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Teacher Grants: TeachNet Ready-Set-Tech

SIM Ecosystem

This unit features studnets creating their own ecosystem based on their knowledge of ecology and their own imagination. The hands-on approach featured here ensures that students have a working knowledge of the various components of an ecosystem, while applying that knowledge to something they create.

Subject Area
Biochemistry

Grade Levels
9-12

Objectives
(1) To engage students in understanding the concept of an ecosystem; (2) To help studetns understand the potential impact humans have on ecosystems; (3) To help students become proficient in organized and methodical Internet searches (4) To help students become proficient with public speaking and formal presentations.

Internet Used
The Internet was used for two components of this project. Students researched existing ecosystems, which served as a foundation for creating a new, imaginary ecosystem
. In creating their PowerPoint presentations, students learned how to search for images on the Internet, and most importantly, learned how to send and receive email attachments.

Materials Used
Desktop or laptop computers with Internet access; PowerPoint software; an LCD projector to facilitate student presentations.

Standards Addressed
This project focuses on the science inquiry standard: "The central purpose of scientific inquiry is to develop explanations of natural phenomena in a continuing, creative process." Students are engaged in developing an example of the scientific model (an ecosystem) and must use research skills to recreate a very relevant social problem (human destruction). This assignment also addresses the standard, "to use electronic information retrieval to understand science." Peer review and feedback are integral components to this unit. Each presentation was followed by a Q&A session, during which the presenter responded to fellow student inquiries. This assignment also addresses the standard, "to develop and present proposals."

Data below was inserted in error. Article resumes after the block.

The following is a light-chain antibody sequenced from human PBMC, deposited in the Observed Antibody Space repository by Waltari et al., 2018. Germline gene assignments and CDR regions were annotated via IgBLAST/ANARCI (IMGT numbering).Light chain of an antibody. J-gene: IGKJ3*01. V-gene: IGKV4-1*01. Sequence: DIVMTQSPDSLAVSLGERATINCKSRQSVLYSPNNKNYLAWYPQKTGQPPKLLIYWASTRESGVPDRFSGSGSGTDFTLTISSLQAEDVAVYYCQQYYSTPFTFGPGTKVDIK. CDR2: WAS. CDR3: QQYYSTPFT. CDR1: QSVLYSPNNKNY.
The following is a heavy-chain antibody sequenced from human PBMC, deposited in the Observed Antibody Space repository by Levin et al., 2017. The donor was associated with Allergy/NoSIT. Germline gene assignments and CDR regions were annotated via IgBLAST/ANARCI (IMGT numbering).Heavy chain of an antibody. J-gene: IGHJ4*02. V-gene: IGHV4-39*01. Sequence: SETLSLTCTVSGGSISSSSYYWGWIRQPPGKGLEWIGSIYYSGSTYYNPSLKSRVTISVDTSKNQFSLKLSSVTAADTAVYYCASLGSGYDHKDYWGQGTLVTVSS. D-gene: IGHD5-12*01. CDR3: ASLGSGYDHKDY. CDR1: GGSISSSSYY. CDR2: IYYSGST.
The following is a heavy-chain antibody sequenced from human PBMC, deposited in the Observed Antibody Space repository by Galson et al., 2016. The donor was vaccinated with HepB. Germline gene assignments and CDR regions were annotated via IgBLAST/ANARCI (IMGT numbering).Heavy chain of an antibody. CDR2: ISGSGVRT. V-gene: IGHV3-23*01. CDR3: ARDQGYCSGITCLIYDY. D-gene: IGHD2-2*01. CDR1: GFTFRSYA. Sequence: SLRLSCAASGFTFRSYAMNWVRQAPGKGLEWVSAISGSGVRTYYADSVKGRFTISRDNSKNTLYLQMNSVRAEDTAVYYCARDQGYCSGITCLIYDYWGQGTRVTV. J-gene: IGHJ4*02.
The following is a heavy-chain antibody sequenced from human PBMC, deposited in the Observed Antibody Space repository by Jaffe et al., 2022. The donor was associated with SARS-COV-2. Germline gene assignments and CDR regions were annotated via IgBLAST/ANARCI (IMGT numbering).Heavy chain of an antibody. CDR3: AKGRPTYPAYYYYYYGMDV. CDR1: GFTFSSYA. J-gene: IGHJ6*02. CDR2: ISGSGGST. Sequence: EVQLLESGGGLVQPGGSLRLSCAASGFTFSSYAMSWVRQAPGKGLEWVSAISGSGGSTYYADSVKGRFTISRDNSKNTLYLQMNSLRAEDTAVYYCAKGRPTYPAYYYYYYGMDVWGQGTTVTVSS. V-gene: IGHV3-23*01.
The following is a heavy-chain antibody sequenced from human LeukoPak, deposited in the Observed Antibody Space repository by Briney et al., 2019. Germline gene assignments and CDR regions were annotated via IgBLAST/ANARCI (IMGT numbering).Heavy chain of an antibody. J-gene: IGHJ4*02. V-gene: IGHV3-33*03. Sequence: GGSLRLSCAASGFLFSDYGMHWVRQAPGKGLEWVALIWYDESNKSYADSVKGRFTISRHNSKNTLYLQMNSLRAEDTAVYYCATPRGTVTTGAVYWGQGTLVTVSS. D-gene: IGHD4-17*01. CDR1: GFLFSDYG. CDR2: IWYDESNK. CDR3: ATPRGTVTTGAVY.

Assessment
Student presentations varied in quality, but in order to make a presentation at all, it was necessary to have internalized some understanding of how ecosystems function, and of course, to have a basic working knowledge of PowerPoint and email operations. Students submitted their work in stages, and so they received feedback through the process. A full grading rubric is included as part of this unit.

Students Involved
The students were 10th grade biochemistry students. Many of our students read and write far below grade level, and most do not have access to computers at home. Students spent many hours after school in the computer lab to complete this unit, because they needed access to PowerPoint and the Internete.

Teacher Tips
We over-estimated our students' basic computer skills. Most students had email addresses, but some did not. Because this unit integrated technology along with the content, and students were required to use technology in a sophisticated way to complete their work, it went a long way towards getting our students up to speed with technology.

Overall Value
This project has students research a scientific topic in a relevant and excitng way.
Students who completed this project have an excellent understanding of how an ecosystem functions. Every biochemistry student at our school can articulate some aspect of the potential damage humans can have on an ecosystem. This assignment is extremely adaptable. Students can gain important research skills ranging from finding scholarly research articles on a specific topic to perfecting search terms when trying to find a specific image on the Internet. Students also became adept at using PowerPoint and email, which many had not previously mastered.



A.J. Rathmann-Noonan
& Mandi Jacobson

A.J. Rathmann-Noonan has been a high school teacher in the New York City public school system for 3 years.  She currently teaches Bio/Chemistry at the Urban Assembly School for Law and Justice (SLJ).  She also advises 18 9th grade students in a Photography-themed advisory class.  Prior to teaching at SLJ, she taught at the Metropolitan Corporate Academy.  She received her Masters degree in secondary science education from Hunter College of the City University of New York and her undergraduate degree in Chemistry from Brown University.
 
Mandi Jacobson is a first year Bio/Chemistry and Forensics teacher at the Urban Assembly School for Law & Justice in Brooklyn, NY.  Mandi graduated from Ithaca College with a B.A. in Biology, and received her Masters in Biology Education from Brown University.

 

 

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